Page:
The LA Opera’s summer camp, filled with children ages 9-17, will be performing “Then I Stood Up: A Civil Rights Cycle,” on Saturday, Aug. 8 at 12 p.m.
The show will feature scenes from four different operas that focus on social justice, including “Brundib√°r,” an opera that was originally smuggled into and performed at the Terezin concentration camp in 1943; “Friedl,” the story of an Austrian artist who taught children in secret at Terezin; “The White Bird of Poston,” the story of a friendship between a Japanese American girl and Native American boy inside a WWII internment camp; and “Then I Stood Up,” which focuses on young adults of the civil rights movement who helped change a racist social system.
Content specialist for the LA Opera, Karen Bacellar, said the opera camp was created “in an effort to spread a love of opera and the company’s mission of socially responsible art.”
“This is not your average summer camp. There are no tire swings and song singing by the campfire,” Bacellar said. “Instead, campers spend an intensive two weeks rehearsing and doing dramaturgical work for a final operatic performance. Kids and teens explore issues of social justice and are challenged to familiarize themselves with each story’s historical significance and modern relevance as part of their own artistic preparation for the performance.”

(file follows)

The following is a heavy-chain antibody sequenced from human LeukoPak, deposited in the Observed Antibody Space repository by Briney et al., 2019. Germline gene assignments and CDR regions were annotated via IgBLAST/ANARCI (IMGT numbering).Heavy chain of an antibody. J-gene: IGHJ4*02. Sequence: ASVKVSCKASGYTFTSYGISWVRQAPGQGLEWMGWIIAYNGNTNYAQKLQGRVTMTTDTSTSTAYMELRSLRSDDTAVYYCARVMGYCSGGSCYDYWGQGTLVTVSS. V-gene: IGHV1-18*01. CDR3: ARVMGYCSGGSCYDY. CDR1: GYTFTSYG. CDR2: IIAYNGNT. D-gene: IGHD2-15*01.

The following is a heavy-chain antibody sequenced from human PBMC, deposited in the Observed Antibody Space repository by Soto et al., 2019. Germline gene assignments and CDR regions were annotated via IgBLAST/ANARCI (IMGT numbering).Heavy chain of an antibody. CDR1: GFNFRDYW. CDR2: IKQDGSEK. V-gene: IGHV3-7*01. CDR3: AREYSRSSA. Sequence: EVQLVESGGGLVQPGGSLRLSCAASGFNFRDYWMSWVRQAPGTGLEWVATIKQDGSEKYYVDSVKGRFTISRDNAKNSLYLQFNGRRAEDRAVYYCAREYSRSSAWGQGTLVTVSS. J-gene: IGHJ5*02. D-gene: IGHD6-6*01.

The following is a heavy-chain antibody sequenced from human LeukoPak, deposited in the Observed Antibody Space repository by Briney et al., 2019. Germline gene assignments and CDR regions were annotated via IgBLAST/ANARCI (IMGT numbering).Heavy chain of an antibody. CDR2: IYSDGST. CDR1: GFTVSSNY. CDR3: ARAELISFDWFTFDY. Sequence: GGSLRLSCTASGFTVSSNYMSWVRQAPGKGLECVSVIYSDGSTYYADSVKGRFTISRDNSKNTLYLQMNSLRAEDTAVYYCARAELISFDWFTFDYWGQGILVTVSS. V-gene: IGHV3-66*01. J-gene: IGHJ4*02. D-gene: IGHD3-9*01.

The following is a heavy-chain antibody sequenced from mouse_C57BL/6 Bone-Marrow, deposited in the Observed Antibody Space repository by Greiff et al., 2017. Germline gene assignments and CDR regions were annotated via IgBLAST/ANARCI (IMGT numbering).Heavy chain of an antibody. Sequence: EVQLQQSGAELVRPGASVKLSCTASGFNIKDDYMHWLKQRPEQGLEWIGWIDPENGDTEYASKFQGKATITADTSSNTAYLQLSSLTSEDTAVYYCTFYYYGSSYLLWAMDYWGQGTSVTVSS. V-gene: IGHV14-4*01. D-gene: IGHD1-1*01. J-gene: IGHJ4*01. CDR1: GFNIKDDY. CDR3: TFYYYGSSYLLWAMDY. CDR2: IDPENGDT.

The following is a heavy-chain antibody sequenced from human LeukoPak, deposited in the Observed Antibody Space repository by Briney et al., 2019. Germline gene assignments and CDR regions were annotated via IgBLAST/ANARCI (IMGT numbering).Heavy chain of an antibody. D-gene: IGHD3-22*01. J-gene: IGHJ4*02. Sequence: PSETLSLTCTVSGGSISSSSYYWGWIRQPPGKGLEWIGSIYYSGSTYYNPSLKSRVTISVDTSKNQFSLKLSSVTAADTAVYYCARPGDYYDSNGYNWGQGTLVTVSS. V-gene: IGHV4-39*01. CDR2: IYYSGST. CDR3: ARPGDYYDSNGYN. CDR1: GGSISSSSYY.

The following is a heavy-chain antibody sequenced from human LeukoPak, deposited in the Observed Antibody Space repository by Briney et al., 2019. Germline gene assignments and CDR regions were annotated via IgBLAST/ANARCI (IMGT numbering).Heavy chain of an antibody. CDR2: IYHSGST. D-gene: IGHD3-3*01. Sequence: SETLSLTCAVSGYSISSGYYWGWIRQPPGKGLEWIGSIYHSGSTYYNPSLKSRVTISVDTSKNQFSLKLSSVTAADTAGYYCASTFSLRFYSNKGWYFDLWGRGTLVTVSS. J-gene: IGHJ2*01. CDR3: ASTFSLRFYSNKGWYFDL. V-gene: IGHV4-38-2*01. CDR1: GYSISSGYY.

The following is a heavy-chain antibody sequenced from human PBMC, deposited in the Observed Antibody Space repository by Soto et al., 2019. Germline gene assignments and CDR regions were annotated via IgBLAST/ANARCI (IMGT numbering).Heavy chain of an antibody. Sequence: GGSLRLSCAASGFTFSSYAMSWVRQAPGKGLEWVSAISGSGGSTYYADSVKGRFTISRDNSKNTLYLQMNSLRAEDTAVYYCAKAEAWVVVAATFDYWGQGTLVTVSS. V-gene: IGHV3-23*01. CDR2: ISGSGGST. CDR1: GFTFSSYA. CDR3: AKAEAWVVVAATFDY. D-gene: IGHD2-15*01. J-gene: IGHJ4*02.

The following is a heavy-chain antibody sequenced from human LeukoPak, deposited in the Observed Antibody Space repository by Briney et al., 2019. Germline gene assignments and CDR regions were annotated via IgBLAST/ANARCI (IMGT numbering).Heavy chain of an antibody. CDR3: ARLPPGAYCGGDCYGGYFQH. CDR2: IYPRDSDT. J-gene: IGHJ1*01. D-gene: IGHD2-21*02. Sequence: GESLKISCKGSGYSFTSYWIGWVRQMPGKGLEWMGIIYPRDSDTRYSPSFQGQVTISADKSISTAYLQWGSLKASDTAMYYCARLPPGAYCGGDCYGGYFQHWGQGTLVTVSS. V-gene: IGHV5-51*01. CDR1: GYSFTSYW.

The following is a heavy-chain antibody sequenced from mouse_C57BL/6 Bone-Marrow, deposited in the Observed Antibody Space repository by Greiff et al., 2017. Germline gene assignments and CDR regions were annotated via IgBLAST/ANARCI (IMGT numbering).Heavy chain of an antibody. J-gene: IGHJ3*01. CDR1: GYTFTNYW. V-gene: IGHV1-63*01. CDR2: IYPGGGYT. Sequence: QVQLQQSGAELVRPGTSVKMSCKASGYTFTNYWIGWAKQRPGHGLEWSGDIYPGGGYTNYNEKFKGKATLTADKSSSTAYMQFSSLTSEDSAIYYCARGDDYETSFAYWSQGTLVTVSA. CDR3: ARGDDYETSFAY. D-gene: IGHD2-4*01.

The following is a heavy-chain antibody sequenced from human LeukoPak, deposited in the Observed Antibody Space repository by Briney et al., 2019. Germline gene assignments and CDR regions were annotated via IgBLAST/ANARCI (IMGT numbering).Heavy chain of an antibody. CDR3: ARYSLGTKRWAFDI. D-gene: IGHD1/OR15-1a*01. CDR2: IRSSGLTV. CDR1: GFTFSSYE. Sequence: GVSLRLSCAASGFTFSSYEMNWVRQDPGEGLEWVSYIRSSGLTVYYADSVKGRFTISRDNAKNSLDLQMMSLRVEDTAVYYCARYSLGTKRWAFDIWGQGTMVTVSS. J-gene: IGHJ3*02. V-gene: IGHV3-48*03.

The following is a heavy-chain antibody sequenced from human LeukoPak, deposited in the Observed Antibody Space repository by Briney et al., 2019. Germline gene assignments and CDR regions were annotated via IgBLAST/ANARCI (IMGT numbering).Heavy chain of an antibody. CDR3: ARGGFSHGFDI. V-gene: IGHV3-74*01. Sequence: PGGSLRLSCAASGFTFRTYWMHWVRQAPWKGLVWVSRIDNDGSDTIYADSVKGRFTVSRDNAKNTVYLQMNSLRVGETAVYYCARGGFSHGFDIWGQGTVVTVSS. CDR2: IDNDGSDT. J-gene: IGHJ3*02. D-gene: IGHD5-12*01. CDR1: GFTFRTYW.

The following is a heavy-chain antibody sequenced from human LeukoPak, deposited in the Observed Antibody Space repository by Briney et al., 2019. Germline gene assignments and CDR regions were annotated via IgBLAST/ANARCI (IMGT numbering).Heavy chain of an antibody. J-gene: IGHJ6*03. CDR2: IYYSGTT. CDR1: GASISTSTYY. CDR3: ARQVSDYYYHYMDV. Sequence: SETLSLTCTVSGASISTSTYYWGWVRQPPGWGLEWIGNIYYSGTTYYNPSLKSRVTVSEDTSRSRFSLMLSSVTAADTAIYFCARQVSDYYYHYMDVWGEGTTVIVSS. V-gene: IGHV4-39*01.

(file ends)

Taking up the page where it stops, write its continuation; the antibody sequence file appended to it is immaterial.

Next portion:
Two of the campers in the program are John Adams Middle School students, Amelia Mardesich, 13, and Aoife Schenz, 12. Both have been with the camp for five years.
“I became involved in Opera Camp through my grandmother, who is a lifelong opera lover and an LA Opera subscriber,” Mardesich said. “She learned about the camp through the Opera for Educators classes, which she was invited to attend because she is a former elementary school teacher.”
Schenz, who auditioned after her close friend Mardesich joined, loves the camp and hopes to stay with it until she is 17.
“It exposes me to a type of music most kids are never introduced to and lets me express myself in that music. Most people just watch opera. I get to be a part of opera,” Schenz said.
Mardesich, who hopes to pursue a career in classical voice or opera, as well as professional ballet, says opera combines several things she cares deeply about, including singing, acting, dancing and “addressing serious issues through live performance.”
“Opera Camp offers [me] a very special opportunity to spend two intense weeks with a community of people who share those interests, as well as an interest in social change,” Mardesich said.
There are three characters called Spirits in the opera “Then I Stood Up,” and each girl is playing the role of one Spirit.
“The Spirits are similar to a Greek Chorus, characters outside of the story line whose voices from the past encourage and support the other characters as they struggle for justice and equality,” Mardesich said.
Schenz believes the Spirits are the conscience and inner voice of the characters throughout the civil rights story, giving the characters the strength to do what they believe in and know is right.
Both girls are excited to be a part of the production and what it stands for.
“Even though I have only heard an excerpt from ‘Then I Stood Up,’ it is my favorite LA Opera Camp production because I am particularly interested in the Civil Rights movement of the 1960s, and because I have always tried to speak up when I see something unfair or wrong,” Mardesich said.
“Then I Stood Up” will be performed at the Barnsdall Gallery Theatre at 4800 Hollywood Blvd. in Los Angeles on Saturday, Aug. 8, at 12 p.m. For more information, visit www.laopera.org.